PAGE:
Military veterans strong part of state’s farming industry
COLUMBUS, Ohio (AP) — After 12 years in service as an ammo pilot with the Air Force, Lt. Col. Paul Dorrance was faced with a decision: He could serve eight more years and retire at age 42, or he could leave the military and start a new career.
He chose to start a farm in Chillicothe.
“I’d do it again in a heartbeat,” said Dorrance, 40.
Dorrance, who owns the 111-acre Pastured Providence Farmstead, started his farm from scratch in 2013. He raises free-range chickens, grass-fed sheep and cows and pastured pigs. He works full-time on his farm but is also an Air Force Reservist.
He grew up in the countryside of New York and says he knew he would eventually come back to his roots. Once his first child was born, he began paying attention to what was in his food and decided to have a truly organic farm.
“I always had it in the back of my head that I’d come back to agriculture,” Dorrance said. “I became a believer in this type of agriculture and the benefits of it. And I see it every day. It’s not pretty, but it’s good.”
Data from the 2017 U.S. Department of Agriculture census for Ohio shows that there are 12,228 farm producers with a background of military service in Ohio. There are about 128,000 total producers in Ohio. A vast majority of the producers with military service are men. More than 8,500 of those farmers who are military veterans are 65 or older.
Veterans who farm may also have other primary jobs because just 52% of producers who are veterans said farming is their primary occupation.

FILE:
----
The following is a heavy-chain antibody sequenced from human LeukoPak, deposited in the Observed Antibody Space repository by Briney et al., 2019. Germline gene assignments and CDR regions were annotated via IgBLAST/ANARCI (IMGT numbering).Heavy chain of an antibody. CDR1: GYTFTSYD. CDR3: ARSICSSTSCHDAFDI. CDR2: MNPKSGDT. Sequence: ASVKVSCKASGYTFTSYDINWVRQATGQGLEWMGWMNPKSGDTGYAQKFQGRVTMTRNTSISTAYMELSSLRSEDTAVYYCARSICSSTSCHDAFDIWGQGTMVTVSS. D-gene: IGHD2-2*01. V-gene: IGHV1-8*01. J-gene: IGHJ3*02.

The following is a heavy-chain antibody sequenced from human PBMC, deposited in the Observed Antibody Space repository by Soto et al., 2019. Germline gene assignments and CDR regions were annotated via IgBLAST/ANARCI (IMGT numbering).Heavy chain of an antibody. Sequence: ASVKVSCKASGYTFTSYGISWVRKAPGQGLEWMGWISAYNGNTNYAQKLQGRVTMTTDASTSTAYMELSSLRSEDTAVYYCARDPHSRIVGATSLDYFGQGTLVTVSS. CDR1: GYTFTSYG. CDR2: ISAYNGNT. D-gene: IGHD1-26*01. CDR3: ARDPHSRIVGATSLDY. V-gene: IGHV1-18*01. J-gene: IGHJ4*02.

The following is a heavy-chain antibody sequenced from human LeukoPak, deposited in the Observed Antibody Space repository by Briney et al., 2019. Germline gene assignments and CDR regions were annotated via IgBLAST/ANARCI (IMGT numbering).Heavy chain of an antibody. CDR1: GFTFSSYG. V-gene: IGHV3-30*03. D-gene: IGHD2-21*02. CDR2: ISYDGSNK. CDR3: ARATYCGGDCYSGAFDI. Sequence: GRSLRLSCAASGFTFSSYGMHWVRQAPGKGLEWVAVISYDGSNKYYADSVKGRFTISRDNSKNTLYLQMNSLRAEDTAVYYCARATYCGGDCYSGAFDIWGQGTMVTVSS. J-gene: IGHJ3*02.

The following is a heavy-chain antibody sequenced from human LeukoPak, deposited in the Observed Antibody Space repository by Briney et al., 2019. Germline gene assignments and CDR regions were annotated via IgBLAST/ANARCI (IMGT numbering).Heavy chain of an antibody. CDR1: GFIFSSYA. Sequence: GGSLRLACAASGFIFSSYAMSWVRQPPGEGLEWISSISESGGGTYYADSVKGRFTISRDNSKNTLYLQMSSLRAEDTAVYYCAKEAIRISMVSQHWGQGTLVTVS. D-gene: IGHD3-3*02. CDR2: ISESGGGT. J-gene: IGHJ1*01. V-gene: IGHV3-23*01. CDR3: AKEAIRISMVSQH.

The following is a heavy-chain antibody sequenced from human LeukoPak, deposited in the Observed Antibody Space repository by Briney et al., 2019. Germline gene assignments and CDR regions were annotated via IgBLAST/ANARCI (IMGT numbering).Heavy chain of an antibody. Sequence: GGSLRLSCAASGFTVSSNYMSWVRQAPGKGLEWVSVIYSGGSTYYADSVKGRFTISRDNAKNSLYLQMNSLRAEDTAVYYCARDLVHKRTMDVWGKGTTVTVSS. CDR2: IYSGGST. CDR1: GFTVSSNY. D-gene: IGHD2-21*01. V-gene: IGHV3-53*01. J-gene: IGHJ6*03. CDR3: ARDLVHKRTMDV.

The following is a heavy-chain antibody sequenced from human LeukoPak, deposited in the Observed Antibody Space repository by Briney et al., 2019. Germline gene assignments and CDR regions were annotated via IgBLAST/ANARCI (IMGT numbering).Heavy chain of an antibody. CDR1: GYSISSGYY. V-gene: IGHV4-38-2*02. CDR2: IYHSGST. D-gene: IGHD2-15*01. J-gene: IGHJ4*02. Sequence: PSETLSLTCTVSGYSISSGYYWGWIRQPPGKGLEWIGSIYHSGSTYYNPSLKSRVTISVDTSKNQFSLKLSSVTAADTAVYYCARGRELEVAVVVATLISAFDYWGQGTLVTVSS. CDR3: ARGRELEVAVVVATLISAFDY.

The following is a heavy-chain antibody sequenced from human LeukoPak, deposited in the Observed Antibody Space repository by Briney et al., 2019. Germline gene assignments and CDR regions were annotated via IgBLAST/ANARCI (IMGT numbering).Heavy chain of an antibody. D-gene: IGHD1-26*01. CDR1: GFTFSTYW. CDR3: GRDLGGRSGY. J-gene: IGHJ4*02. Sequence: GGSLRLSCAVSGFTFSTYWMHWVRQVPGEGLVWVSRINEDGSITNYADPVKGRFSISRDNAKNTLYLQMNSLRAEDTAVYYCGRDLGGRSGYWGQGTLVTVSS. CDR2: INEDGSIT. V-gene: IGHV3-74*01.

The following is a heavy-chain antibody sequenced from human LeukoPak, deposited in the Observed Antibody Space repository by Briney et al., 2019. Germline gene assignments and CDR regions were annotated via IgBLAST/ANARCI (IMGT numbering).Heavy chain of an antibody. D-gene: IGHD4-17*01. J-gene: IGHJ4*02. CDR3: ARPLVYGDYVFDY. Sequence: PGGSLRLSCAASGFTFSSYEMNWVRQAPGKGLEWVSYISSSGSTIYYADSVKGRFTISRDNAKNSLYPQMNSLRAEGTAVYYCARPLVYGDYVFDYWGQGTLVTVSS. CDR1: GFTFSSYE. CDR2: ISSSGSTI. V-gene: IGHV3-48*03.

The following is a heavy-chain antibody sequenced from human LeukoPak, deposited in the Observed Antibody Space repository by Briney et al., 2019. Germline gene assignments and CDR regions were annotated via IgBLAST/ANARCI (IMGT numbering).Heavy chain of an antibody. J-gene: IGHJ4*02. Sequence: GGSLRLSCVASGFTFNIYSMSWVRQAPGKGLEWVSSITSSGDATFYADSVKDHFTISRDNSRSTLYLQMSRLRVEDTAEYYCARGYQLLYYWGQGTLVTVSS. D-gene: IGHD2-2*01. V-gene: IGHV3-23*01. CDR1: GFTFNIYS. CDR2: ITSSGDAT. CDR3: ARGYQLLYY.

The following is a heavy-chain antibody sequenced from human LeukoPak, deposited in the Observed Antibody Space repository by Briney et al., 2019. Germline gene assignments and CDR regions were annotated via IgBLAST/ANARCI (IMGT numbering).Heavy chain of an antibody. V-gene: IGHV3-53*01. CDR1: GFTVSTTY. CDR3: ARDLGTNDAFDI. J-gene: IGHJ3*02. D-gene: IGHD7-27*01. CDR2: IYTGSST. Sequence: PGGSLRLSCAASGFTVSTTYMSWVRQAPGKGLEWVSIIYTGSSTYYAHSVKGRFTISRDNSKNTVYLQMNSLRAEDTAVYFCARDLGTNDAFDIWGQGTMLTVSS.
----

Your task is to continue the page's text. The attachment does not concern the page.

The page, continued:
Ivory Harlow and her husband, Kipp, are both Air Force veterans. In 2012, they bought Dickie Bird Farm and moved to the 45-acre operation in Chillicothe. They raise livestock and game birds.
“This was our dream to do,” said Ivory Harlow, who served four years in the Air Force. “We knew we wanted to do this while we were in the service.”
Kipp Harlow, who is director for the Ohio Farm Bureau Federation for southern and central Ohio, said a lot of people who are in the military are from rural towns, which could be why they decide to farm once they completed their service.
“Really it wasn’t deciding to farm, it was getting back to our roots and getting involved in the lifestyle we enjoy,” Harlow said.
There are several resources in Ohio for people who wish to join the farming industry, Harlow said. The Ohio Farm Bureau’s Young Agricultural Professionals program teaches people age 18 to 35 how to start a farm.
The Farmer Veteran Coalition is a national agency that helps veterans who farm meet others with similar experiences.
“When you live on military bases and you’re in the military, you belong to this larger family,” Harlow said. “Everyone is away from their family so you create this nurturing environment. When you exit, you don’t have that anymore.”
Dorrance said the military develops a problem-solving mentality, and his farm often feels like that. He uses his task management and prioritization skills to succeed.
“My military background is that you take what you’re given and solve what you have in mind,” Dorrance said.
Ty Higgins, spokesperson for the Ohio Farm Bureau, said military life is similar to farming in that it is scheduled but also chaotic.
“They both know how to work hard,” Higgins said. “They both have grit. They both have a regime. The only thing the veteran needs to become a farmer is the dirt.”
Information from: The Columbus Dispatch, http://www.dispatch.com